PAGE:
Are DVDs the wave of the future for independent filmmakers? Chris Gore at Filmthreat thinks so. And his piece in the newsletter this week is worth quoting in depth:
Independent film is currently at a crossroads. The former titans of the indie film world, the Miramaxes and the Artisans, have all but stopped taking risks. They have virtually stopped acquiring small movies from emerging
filmmakers. It's times like these when we are all reminded that this is the film "business." The Kevin Smiths of tomorrow are simply going undiscovered as their little $30,000 low-budget indies join the mass of what I call "Cine-Orphans" littering the landscape. Cine-Orphans are basically films without a home - movies without distribution.
There are struggling filmmakers all across the country so desperate to make a deal and see that their film reach the commercial marketplace either in theaters, on cable or on video and DVD, that they'll give it away for practically nothing. They're holding out for the best deal, but at a certain point, when it looks as if the film may never sell, it's not even about breaking even or making a profit - it must become about the filmmaker's ability to use the film as a stepping stone toward launching a career. While most indie filmmakers hold out hope that their film will play on the big screen, the chances are slim to none. And the harsh reality is that it has become increasingly difficult for independents to turn a profit in the theatrical distribution market. Even the major studios accept the fact that most of their pictures will lose money in the course of their theatrical runs. Marketing costs to take a film to thousands of screens are astronomical. But even lackluster theatrical performance of studio pictures helps when it comes to marketing the inevitable DVD and home video release. The multiplex is more often than not being looked on as mainly a way to promote and market the upcoming DVD. In fact, 2001 was the first year in which DVD sales eclipsed the total box office take of all films released to theaters. With this fact in mind, the time is ripe for a revolution in independent film. And the answer lies in three little letters? D-V-D. What most filmmakers don't realize is that the power is truly in their hands.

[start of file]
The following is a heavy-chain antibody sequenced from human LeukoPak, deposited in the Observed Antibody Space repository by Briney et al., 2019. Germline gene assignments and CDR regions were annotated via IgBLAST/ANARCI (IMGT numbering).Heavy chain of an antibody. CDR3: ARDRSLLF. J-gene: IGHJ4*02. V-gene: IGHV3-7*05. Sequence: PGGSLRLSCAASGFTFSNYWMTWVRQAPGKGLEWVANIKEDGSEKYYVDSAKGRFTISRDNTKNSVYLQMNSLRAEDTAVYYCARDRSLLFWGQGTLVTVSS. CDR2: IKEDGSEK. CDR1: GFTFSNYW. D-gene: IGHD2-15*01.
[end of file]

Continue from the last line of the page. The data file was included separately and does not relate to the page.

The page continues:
Filmmakers are not only self-distributing their films on DVD or through small independent DVD labels, they're seeing something they probably never expected profits. This "DIY" or do-it-yourself approach to releasing a DVD is happening more and more frequently and with even greater success.
Manufacturing and authoring costs have finally become so cheap that practically anyone can become their own DVD distributor. With a run of 1,000 DVDs, an indie might pay $2.50 or less per unit including packaging. As filmmakers grow frustrated with uninspired distributors who lack vision, self-distribution or distribution through a small distributor is now a viable option. Selling those 1,000 DVDs through a web site could potentially net an indie an $18,000 profit. Not bad when most of these orphan films have budgets of under $100,000.
Read the rest of it here.